When importing personal information like photos and movies, it is good to note that the software developed by some companies like Apple, impose a feature set that invades your privacy whether you like it or not. iPhoto and iMovie for instance come with a feature you cannot disable that scans all your photos faces, dates, and GPS locations. This data is stored in such a way that intelligence agencies can search your computer for a suspect at will based on a date range, likely location, and with a face in mind. Given that people that tell the truth like Edward Snowden have already received public death threats from acting government politicians, intelligence officers and other military personnel, it is safe to say that being a good person is qualifications for illegal searches of your data. You might think twice before using these products even if they’re free.

Indexing Personal Data

So you’ve written a letter to grandma, or had a fun conspiracy conversation with your friend, well did you know that every word of your communications and documents that are stored on your local computer have been searched and sorted for easy look up by anyone who has access to your machine? That’s right. There is something called a binary tree that allows a programmer to find one record in 10 million in less than a millisecond. This is what features like OS X’s Spotlight gives your average intelligence agency. Windows has its own version of this that goes nameless. Unless your data is stored securely, it is open market for those trying to use anything you say against you.

Communicating Over The Internet: Open Range For Data Theft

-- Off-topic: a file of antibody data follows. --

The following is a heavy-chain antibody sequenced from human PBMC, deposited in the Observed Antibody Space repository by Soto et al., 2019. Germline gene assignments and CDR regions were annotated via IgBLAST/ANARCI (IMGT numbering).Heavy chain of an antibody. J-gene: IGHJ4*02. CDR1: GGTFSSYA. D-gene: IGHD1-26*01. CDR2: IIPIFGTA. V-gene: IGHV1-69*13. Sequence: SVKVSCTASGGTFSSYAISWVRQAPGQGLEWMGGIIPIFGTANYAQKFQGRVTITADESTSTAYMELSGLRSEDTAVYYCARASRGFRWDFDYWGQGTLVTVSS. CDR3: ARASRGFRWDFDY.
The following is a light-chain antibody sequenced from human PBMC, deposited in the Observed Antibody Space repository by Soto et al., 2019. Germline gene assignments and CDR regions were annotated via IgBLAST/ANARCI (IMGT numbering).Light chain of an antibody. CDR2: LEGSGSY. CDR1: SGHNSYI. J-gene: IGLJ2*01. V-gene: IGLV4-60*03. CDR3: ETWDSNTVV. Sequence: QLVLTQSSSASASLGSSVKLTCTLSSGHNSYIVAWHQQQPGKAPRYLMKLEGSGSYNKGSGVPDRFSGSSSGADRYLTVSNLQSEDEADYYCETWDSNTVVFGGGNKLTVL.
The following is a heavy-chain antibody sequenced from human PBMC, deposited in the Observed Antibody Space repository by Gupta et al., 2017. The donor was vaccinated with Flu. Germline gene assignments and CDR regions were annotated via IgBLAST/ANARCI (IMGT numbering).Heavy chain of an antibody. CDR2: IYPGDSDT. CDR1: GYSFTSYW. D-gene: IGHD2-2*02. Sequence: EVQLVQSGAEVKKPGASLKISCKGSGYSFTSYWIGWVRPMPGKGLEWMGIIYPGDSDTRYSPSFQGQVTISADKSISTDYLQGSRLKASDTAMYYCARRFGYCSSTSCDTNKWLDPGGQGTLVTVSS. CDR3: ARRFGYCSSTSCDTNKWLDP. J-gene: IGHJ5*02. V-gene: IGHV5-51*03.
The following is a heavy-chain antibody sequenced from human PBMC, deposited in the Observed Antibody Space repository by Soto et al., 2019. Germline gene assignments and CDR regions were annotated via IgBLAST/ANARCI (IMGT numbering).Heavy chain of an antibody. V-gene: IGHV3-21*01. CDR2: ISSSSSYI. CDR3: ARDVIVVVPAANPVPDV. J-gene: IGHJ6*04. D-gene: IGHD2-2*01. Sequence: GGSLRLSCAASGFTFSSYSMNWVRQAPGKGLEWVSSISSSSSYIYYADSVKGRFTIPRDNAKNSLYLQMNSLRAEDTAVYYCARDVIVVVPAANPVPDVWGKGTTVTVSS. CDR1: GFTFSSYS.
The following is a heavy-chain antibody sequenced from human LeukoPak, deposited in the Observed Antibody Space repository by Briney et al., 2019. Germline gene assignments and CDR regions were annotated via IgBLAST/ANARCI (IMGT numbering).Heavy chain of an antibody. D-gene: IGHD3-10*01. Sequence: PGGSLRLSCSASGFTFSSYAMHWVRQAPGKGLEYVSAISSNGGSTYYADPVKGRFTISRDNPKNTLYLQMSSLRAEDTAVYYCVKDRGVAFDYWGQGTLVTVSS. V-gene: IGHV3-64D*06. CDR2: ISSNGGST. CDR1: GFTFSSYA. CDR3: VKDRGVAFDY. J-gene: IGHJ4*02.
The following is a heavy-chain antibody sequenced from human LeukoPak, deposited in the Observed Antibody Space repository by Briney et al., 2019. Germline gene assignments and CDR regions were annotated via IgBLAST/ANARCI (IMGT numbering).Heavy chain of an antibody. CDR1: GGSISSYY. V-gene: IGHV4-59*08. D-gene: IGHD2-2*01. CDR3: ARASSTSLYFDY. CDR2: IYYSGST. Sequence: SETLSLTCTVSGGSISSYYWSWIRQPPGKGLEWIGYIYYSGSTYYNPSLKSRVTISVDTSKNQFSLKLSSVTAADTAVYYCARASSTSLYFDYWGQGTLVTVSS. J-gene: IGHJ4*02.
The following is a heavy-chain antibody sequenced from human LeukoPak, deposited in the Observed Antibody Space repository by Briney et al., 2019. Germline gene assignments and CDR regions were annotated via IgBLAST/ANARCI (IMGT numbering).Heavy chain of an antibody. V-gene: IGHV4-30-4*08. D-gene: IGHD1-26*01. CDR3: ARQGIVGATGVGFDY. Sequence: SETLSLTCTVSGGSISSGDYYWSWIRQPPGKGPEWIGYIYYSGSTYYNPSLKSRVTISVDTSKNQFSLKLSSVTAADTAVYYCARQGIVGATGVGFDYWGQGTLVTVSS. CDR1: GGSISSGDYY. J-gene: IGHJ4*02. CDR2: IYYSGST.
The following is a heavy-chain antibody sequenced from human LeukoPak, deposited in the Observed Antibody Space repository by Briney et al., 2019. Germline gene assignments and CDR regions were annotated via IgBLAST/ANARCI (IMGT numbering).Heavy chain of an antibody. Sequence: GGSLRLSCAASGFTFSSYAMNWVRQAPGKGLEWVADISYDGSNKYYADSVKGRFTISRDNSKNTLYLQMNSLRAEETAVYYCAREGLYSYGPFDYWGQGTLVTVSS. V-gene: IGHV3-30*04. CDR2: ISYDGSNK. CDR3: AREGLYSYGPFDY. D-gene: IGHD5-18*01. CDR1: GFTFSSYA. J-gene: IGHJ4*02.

Transmitting anything over the internet is tantamount to passing an open letter through a crowd of people who want to read your letter. It needs to be noted that no communications, secured or not, are secure over the internet. The NSA can immediately decrypt any communication within milliseconds and create a database of your content forever. Every company on the internet claiming to secure your content with locked web browsers is merely selling you a feeling, and not a function. Because we as world population operate computers with zero encryption built into every component of the machine, your data is eventually stored non-encrypted at the destination server, and any attempts to obfuscate the data is again very easy to decipher back to its original form.

However, internet data is more devious than you might think. To understand this you need to understand that any transmission of data or power to your computer, however small, can use a method of communication with your device or computer. So every single zero and one, every single surge or loss in power can be translated into instructions on that device and used against you in the act of spying. Here’s an example: